The lingering euro-zone debt crisis and the lure of rapidly growing economies in Asia and Latin America have turned some foreign investors away from Europe, but many still view the region as a key destination for foreign direct investments.
Across Europe, there was a 4% increase in foreign direct investment projects from 3,757 in 2010 to 3,906 in 2011, a new Ernst & Young study says. The number of jobs created by the investments rose 15% to about 158,000 – the most in four years.
The study was based on a survey of 840 international investment decision-makers and a database of investments made.
US companies invested in 1,028 projects, or 26% of the total, which was the most of any nation, followed by German companies (11%) and UK companies (8%). Investments from emerging markets were also up, led by Chinese companies, which came in seventh (4%).
“Despite the current turmoil in Europe, its fundamental strengths continue,” Marc Lhermitte, head of E&Y’s International Location Advisory Services and the study’s author, said in a statement. “The attraction of its 500 million high-spending consumers, together with a stable and transparent legal and regulatory environment, remains a powerful draw for investors.”
Worldwide, executives who make foreign investment decisions said they were most drawn to Europe’s research and innovation capacity (46%) and the diversity and quality of its labour force (39%).
About 80% of the executives were at least fairly confident Europe would overcome the debt crisis. Still, the region’s attractiveness has suffered in the past six years, particularly in Central and Eastern Europe. Western Europe held up better.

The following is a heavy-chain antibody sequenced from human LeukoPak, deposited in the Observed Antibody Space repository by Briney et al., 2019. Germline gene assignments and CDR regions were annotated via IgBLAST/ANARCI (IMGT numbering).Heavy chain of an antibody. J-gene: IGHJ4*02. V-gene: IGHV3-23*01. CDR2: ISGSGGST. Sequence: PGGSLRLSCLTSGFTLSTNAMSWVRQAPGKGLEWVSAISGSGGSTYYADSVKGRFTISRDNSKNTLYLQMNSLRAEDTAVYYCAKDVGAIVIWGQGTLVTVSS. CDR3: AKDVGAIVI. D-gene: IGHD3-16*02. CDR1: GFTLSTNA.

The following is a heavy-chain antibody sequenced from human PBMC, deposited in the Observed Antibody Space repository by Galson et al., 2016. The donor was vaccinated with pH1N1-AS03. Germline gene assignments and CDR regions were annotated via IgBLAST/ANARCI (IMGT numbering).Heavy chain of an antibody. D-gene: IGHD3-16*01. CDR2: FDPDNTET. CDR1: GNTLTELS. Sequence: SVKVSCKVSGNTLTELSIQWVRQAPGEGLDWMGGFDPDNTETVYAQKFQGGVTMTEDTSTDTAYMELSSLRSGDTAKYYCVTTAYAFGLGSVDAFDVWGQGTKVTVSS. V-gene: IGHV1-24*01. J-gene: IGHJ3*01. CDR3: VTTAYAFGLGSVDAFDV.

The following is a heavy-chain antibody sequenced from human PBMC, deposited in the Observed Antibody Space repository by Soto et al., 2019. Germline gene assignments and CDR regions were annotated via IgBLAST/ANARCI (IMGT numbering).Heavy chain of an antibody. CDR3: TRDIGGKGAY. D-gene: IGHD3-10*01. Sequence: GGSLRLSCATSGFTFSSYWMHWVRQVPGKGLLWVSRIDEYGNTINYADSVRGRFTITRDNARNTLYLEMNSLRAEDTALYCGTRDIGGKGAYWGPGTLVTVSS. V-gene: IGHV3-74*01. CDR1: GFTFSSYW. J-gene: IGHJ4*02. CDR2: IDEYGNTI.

The UK, Germany and France were the top three European recipients of foreign investments last year. Together, the three countries accounted for 46% of the European FDI projects. The UK remained the most attractive country with 679 projects (17% of the total). France’s total fell 4% to 540. Germany secured 597 projects in 2011, achieving a 7% year-over-year increase, which reflects its relatively strong economic performance through the economic crisis.
The number of projects in Spain increased 62% to 273, as investors saw opportunities in cities and regions providing relatively low labour costs and a highly skilled and educated workforce.
Central and Eastern Europe saw a decline in investment. Investors were concerned about the region’s dependence on exports to Western European economies. Russia experienced a 36% decline, dropping to 128 projects. The report said some countries in the region, including Poland, Hungary, the Czech Republic and the Baltic nations, continued to attract good FDI inflows based on relatively favorable labour costs and skills availability.
The fragility of the euro zone has left investors more hesitant. Only 26% had plans to establish operations in Europe during 2013, down from 33% in the 2011 survey.
However, more than a quarter are eyeing possible acquisitions, a sign that many European assets are expected to become available as vendors adjust to be more realistic about recovery prospects and valuations, E&Y says.
Europe still demonstrates a strong, perhaps surprising, level of attraction. In terms of investor perception, Western Europe and Central and Eastern Europe rank second and third, respectively, behind China as the most attractive destinations for FDI.
Amongst survey respondents, 38% say that Europe’s future attractiveness will improve, but it’s interesting to note that this rises to 51% amongst non-European investors, who are more confident about Europe’s future prospects than Europeans themselves.
—Sabine Vollmer (firstname.lastname@example.org) is a CGMA Magazine senior editor.